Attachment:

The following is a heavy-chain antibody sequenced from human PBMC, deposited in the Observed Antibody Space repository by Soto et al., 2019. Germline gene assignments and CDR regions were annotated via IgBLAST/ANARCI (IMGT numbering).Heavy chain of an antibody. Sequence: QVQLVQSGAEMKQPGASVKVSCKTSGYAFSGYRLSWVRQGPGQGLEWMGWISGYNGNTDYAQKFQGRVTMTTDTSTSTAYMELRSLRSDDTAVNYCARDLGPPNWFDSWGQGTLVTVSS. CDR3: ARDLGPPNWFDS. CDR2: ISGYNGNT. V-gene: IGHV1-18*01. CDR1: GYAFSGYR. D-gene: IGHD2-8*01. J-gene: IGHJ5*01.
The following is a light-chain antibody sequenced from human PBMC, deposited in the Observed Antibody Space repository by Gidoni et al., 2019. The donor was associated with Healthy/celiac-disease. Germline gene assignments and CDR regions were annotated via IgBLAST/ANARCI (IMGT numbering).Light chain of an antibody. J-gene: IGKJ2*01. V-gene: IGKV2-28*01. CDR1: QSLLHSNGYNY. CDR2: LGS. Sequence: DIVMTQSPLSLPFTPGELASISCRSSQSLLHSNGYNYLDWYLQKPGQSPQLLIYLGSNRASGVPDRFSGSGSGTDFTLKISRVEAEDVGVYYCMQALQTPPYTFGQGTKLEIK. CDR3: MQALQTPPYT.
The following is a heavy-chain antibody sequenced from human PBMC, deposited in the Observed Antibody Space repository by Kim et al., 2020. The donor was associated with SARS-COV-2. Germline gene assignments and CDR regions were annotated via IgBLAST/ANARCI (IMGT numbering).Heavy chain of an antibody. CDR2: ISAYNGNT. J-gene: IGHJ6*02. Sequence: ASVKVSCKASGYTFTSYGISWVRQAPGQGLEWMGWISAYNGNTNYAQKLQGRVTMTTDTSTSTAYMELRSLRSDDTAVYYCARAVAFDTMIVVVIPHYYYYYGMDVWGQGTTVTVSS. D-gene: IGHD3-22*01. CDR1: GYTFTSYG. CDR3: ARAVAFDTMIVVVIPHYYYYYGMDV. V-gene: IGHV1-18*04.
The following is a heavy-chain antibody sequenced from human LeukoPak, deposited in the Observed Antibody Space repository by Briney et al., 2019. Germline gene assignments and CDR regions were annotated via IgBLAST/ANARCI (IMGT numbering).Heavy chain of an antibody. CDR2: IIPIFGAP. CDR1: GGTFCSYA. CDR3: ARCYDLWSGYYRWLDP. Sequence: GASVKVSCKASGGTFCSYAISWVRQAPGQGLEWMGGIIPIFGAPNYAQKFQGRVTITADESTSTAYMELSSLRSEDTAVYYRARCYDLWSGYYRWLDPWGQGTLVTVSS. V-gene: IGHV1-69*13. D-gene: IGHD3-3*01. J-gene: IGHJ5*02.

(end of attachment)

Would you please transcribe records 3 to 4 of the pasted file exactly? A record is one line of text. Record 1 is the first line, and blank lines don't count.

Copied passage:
The following is a heavy-chain antibody sequenced from human PBMC, deposited in the Observed Antibody Space repository by Kim et al., 2020. The donor was associated with SARS-COV-2. Germline gene assignments and CDR regions were annotated via IgBLAST/ANARCI (IMGT numbering).Heavy chain of an antibody. CDR2: ISAYNGNT. J-gene: IGHJ6*02. Sequence: ASVKVSCKASGYTFTSYGISWVRQAPGQGLEWMGWISAYNGNTNYAQKLQGRVTMTTDTSTSTAYMELRSLRSDDTAVYYCARAVAFDTMIVVVIPHYYYYYGMDVWGQGTTVTVSS. D-gene: IGHD3-22*01. CDR1: GYTFTSYG. CDR3: ARAVAFDTMIVVVIPHYYYYYGMDV. V-gene: IGHV1-18*04.
The following is a heavy-chain antibody sequenced from human LeukoPak, deposited in the Observed Antibody Space repository by Briney et al., 2019. Germline gene assignments and CDR regions were annotated via IgBLAST/ANARCI (IMGT numbering).Heavy chain of an antibody. CDR2: IIPIFGAP. CDR1: GGTFCSYA. CDR3: ARCYDLWSGYYRWLDP. Sequence: GASVKVSCKASGGTFCSYAISWVRQAPGQGLEWMGGIIPIFGAPNYAQKFQGRVTITADESTSTAYMELSSLRSEDTAVYYRARCYDLWSGYYRWLDPWGQGTLVTVSS. V-gene: IGHV1-69*13. D-gene: IGHD3-3*01. J-gene: IGHJ5*02.